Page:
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Scottish Charity Register No. SC043760

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Outreach teams to be axed

May 18 2009
Walking away from the past: City Guardians will take on outreach tasks Walking away from the past: City Guardians will take on outreach tasks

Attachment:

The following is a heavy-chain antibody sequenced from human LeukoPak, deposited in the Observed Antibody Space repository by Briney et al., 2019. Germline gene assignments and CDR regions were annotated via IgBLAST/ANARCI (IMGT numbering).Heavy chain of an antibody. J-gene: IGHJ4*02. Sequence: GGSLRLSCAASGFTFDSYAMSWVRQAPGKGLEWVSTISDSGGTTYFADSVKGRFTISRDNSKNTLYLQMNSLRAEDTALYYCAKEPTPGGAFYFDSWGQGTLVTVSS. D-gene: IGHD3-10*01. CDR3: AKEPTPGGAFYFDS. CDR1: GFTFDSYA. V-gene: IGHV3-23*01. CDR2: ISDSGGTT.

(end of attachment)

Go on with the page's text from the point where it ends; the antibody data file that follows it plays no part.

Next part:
Outreach workers in Westminster are facing the axe as the council‘s latest homelessness strategy - a move to building-based services - gets set for roll out. From July, the new initiative will see a reduction in measures that may help sustain lives on the street - including soup runs and outreach teams - in favour of building-based provision. It is estimated that half of all outreach workers will disappear under the new scheme. Their work will be replaced in part by City Guardians, police officers and other council workers, who will add 'signposting' of homeless provision to their list of tasks. Councillor Angela Harvey explains: "If a City Guardian sees someone about to bed down for the night they will signpost them towards services. We want to get people into services and programmes because life on the street is no good for anyone." Those sleeping rough within central London have become accustomed to the tough love tactics of Westminster Council, but this latest initiative is a shift too far for some charities. "It's not a move towards building-based services, but an end to outreach," said a senior outreach worker in Westminster. "Essentially we are concerned," says Tariq Hilal, policy manager at Crisis. "We believe the best way to deal with vulnerable homeless people is through outreach teams. You need someone with experience whose sole expertise is helping homeless people." Outreach has proved one of the most successful methods of bringing down the numbers of rough sleepers. Around 30 CAT workers and RIT teams currently monitor the streets of Westminster. A "signposting" pilot began in March in conjunction with The Connection at St Martin's and The Passage within the Victoria station and City central area. So far the numbers coming into participating day centres have been "negligible", and charity workers predict that the scheme will be unsuccessful. "With City Guardians, homelessness is only one part of their jobs and we think this move will lead to further discrimination of homeless people who won't get the assistance they need," Hilal says. Another source questioned the skills of a City Guardian to deal with the often complex problems of rough sleepers. "Who would want to be [a City Guardian]? It's an option for people who can't make it as a traffic warden," he says. Harvey says City Guardians will not resort to coercion if rough sleepers do not want to be directed to services. But the continued dispersal of soup runs, which Harvey describes as "a solution of 20 years ago when people on the street had nothing," and other well-meaning "street-based" initiatives on the part of local charities, may mean that vulnerable rough sleepers are cut off from the most basic provisions.